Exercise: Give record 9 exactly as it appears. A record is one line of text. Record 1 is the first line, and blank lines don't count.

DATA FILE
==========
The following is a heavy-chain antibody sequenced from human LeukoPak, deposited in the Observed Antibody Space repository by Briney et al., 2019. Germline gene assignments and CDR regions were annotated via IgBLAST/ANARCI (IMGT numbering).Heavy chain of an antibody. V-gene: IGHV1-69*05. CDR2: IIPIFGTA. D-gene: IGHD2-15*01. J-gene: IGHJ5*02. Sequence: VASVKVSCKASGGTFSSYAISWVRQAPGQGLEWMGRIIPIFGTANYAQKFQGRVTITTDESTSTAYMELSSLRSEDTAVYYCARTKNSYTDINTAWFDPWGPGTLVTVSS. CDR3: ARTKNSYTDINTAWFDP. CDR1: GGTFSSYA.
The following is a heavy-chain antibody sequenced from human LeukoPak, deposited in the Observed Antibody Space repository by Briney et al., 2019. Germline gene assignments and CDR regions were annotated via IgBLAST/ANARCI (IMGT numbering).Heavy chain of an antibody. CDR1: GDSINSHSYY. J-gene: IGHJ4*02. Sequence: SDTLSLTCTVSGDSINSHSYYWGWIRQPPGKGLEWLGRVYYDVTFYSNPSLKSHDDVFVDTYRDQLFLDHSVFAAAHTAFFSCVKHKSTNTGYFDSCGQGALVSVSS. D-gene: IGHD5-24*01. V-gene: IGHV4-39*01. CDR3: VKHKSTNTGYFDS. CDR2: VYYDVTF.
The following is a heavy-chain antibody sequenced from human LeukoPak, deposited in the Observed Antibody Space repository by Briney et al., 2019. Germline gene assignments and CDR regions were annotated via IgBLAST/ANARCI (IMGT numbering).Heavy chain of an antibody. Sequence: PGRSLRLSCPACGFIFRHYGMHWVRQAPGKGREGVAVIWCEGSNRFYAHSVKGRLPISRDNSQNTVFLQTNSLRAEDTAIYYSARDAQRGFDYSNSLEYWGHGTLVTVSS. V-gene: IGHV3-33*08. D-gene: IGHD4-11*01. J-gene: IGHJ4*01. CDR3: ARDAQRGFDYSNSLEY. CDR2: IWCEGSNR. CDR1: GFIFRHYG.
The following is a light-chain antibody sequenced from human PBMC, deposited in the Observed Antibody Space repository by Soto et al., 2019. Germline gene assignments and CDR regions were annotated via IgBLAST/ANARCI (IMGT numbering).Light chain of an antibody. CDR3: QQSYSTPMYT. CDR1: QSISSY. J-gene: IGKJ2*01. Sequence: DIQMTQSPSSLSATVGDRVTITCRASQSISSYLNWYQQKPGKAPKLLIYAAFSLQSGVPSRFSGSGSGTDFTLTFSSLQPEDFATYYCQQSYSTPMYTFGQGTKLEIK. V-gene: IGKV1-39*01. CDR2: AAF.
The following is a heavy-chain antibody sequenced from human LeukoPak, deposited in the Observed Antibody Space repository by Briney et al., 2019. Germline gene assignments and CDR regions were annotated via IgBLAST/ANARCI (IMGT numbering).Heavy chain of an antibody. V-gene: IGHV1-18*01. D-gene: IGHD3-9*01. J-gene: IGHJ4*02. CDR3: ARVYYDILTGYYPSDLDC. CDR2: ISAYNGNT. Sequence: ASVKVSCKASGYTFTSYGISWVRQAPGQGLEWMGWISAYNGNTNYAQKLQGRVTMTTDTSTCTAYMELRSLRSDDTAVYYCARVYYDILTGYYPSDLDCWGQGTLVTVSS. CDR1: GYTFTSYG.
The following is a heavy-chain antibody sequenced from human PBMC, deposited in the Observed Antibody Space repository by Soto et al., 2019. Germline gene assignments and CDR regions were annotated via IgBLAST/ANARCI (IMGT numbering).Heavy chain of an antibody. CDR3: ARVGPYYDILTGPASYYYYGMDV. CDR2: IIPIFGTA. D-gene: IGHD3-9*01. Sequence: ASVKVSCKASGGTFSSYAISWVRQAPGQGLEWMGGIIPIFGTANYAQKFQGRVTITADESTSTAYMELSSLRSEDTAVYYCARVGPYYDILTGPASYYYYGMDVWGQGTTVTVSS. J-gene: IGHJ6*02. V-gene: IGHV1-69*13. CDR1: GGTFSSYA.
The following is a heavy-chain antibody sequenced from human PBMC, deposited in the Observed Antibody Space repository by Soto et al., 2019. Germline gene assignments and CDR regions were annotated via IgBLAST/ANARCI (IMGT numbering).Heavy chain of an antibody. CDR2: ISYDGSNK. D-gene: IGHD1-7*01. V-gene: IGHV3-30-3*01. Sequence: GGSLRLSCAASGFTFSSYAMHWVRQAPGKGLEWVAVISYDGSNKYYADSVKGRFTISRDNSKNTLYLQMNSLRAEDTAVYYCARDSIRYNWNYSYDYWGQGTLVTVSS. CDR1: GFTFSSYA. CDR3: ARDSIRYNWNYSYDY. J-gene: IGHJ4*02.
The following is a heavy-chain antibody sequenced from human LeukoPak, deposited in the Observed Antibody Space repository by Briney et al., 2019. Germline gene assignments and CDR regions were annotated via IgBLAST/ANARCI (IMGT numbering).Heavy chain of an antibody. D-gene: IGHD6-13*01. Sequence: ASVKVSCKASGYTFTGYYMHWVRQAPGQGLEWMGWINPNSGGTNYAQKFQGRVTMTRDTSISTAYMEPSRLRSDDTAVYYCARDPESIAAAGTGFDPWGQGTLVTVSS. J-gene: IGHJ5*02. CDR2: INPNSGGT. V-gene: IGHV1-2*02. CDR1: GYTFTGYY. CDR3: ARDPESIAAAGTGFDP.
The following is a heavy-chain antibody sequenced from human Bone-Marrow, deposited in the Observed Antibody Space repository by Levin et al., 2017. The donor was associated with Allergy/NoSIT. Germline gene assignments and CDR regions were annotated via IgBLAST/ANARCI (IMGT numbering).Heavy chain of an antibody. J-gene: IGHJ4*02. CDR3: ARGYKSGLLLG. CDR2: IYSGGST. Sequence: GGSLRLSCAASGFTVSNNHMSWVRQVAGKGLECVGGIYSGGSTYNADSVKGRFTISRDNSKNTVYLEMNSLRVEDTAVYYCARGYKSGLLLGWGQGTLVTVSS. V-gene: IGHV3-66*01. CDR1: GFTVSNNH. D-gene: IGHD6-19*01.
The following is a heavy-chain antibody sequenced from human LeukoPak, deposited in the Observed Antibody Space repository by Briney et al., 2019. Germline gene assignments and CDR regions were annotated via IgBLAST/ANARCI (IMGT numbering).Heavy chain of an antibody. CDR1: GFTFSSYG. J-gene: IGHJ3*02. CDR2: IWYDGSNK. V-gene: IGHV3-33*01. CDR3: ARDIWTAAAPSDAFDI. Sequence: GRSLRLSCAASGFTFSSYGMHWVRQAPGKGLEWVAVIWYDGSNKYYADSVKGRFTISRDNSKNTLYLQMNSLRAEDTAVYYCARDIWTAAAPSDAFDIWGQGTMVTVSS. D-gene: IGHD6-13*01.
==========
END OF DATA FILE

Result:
The following is a heavy-chain antibody sequenced from human Bone-Marrow, deposited in the Observed Antibody Space repository by Levin et al., 2017. The donor was associated with Allergy/NoSIT. Germline gene assignments and CDR regions were annotated via IgBLAST/ANARCI (IMGT numbering).Heavy chain of an antibody. J-gene: IGHJ4*02. CDR3: ARGYKSGLLLG. CDR2: IYSGGST. Sequence: GGSLRLSCAASGFTVSNNHMSWVRQVAGKGLECVGGIYSGGSTYNADSVKGRFTISRDNSKNTVYLEMNSLRVEDTAVYYCARGYKSGLLLGWGQGTLVTVSS. V-gene: IGHV3-66*01. CDR1: GFTVSNNH. D-gene: IGHD6-19*01.